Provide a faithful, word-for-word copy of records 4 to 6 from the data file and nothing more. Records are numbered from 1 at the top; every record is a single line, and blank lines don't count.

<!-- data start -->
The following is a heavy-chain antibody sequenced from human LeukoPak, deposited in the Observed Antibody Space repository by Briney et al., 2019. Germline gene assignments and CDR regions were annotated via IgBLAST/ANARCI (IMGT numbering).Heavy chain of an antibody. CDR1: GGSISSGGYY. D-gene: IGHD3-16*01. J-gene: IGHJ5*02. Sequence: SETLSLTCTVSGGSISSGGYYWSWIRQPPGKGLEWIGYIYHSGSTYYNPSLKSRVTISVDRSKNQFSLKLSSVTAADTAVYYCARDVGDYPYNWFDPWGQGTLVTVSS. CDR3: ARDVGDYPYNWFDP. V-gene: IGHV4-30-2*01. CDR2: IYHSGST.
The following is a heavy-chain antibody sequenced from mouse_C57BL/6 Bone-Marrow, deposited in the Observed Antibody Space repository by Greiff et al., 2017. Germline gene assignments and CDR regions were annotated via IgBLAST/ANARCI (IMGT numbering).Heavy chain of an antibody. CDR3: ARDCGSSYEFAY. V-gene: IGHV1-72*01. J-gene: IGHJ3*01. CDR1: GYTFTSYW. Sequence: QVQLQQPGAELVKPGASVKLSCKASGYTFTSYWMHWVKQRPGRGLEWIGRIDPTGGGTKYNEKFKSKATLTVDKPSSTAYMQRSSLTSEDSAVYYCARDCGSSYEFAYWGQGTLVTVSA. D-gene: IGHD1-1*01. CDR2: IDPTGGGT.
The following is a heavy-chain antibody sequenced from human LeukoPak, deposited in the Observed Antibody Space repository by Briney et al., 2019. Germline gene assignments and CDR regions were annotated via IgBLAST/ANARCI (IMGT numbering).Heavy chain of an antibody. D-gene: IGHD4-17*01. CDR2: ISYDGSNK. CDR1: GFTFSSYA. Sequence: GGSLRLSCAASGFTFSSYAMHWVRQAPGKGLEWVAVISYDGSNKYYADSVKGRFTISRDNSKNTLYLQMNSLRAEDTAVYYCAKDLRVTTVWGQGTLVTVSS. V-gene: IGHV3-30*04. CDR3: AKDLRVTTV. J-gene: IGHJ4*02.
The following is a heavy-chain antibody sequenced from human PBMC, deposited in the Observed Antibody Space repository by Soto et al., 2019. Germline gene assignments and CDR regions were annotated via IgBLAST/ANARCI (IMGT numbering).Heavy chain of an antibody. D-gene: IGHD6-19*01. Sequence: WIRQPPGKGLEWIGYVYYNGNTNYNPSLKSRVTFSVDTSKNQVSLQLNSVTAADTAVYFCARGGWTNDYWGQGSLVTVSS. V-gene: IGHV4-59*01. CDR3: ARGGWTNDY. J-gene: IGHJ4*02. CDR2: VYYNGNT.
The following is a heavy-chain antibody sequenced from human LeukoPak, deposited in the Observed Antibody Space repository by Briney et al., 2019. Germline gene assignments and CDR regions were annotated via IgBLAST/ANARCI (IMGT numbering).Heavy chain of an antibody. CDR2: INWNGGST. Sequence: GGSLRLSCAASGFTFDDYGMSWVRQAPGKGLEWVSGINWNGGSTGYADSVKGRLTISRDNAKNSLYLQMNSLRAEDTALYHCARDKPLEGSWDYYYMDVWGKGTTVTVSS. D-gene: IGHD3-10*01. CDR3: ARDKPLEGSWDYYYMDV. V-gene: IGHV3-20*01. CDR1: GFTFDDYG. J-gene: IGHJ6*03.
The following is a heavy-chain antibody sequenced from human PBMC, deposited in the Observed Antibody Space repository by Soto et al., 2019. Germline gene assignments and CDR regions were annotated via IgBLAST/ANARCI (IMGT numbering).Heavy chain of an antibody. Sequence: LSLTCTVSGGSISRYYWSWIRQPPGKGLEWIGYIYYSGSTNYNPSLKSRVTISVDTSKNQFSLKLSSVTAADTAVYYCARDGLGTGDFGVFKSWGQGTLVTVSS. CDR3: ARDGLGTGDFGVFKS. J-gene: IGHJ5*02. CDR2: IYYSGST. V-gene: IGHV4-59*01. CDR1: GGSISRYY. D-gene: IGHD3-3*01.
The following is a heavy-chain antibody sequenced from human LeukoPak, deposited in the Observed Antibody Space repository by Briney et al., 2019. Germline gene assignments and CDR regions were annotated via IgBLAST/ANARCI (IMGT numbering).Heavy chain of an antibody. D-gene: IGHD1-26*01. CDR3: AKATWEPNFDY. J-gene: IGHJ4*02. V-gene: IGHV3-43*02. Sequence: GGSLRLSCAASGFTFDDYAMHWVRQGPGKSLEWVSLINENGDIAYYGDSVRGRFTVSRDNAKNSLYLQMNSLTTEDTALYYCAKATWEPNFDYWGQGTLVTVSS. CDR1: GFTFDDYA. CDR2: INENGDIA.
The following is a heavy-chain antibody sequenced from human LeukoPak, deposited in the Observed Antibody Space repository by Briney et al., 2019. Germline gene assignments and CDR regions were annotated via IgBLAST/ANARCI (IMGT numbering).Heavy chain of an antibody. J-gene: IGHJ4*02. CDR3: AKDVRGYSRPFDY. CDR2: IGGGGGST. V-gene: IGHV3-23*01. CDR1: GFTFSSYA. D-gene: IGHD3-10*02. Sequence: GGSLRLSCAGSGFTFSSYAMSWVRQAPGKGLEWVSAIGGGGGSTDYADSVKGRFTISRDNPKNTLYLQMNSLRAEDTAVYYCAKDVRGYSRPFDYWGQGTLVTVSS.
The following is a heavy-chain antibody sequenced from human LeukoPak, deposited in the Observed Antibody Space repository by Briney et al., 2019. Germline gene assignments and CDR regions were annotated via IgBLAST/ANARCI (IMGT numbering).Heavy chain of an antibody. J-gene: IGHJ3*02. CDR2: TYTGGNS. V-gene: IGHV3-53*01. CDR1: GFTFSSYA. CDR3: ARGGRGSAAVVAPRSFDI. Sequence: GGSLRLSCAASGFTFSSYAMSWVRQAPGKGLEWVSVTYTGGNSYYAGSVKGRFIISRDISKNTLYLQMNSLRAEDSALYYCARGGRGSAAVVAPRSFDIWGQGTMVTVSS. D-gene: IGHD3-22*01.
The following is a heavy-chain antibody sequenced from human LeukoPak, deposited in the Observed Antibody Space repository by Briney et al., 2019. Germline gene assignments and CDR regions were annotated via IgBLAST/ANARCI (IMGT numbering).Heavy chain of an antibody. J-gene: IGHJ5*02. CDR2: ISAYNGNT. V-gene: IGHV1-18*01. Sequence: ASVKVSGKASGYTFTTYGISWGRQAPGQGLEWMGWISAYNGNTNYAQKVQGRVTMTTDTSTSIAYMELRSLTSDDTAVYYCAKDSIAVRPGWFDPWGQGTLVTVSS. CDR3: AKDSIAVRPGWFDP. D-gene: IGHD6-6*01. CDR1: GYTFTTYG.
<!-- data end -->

The following is a heavy-chain antibody sequenced from human PBMC, deposited in the Observed Antibody Space repository by Soto et al., 2019. Germline gene assignments and CDR regions were annotated via IgBLAST/ANARCI (IMGT numbering).Heavy chain of an antibody. D-gene: IGHD6-19*01. Sequence: WIRQPPGKGLEWIGYVYYNGNTNYNPSLKSRVTFSVDTSKNQVSLQLNSVTAADTAVYFCARGGWTNDYWGQGSLVTVSS. V-gene: IGHV4-59*01. CDR3: ARGGWTNDY. J-gene: IGHJ4*02. CDR2: VYYNGNT.
The following is a heavy-chain antibody sequenced from human LeukoPak, deposited in the Observed Antibody Space repository by Briney et al., 2019. Germline gene assignments and CDR regions were annotated via IgBLAST/ANARCI (IMGT numbering).Heavy chain of an antibody. CDR2: INWNGGST. Sequence: GGSLRLSCAASGFTFDDYGMSWVRQAPGKGLEWVSGINWNGGSTGYADSVKGRLTISRDNAKNSLYLQMNSLRAEDTALYHCARDKPLEGSWDYYYMDVWGKGTTVTVSS. D-gene: IGHD3-10*01. CDR3: ARDKPLEGSWDYYYMDV. V-gene: IGHV3-20*01. CDR1: GFTFDDYG. J-gene: IGHJ6*03.
The following is a heavy-chain antibody sequenced from human PBMC, deposited in the Observed Antibody Space repository by Soto et al., 2019. Germline gene assignments and CDR regions were annotated via IgBLAST/ANARCI (IMGT numbering).Heavy chain of an antibody. Sequence: LSLTCTVSGGSISRYYWSWIRQPPGKGLEWIGYIYYSGSTNYNPSLKSRVTISVDTSKNQFSLKLSSVTAADTAVYYCARDGLGTGDFGVFKSWGQGTLVTVSS. CDR3: ARDGLGTGDFGVFKS. J-gene: IGHJ5*02. CDR2: IYYSGST. V-gene: IGHV4-59*01. CDR1: GGSISRYY. D-gene: IGHD3-3*01.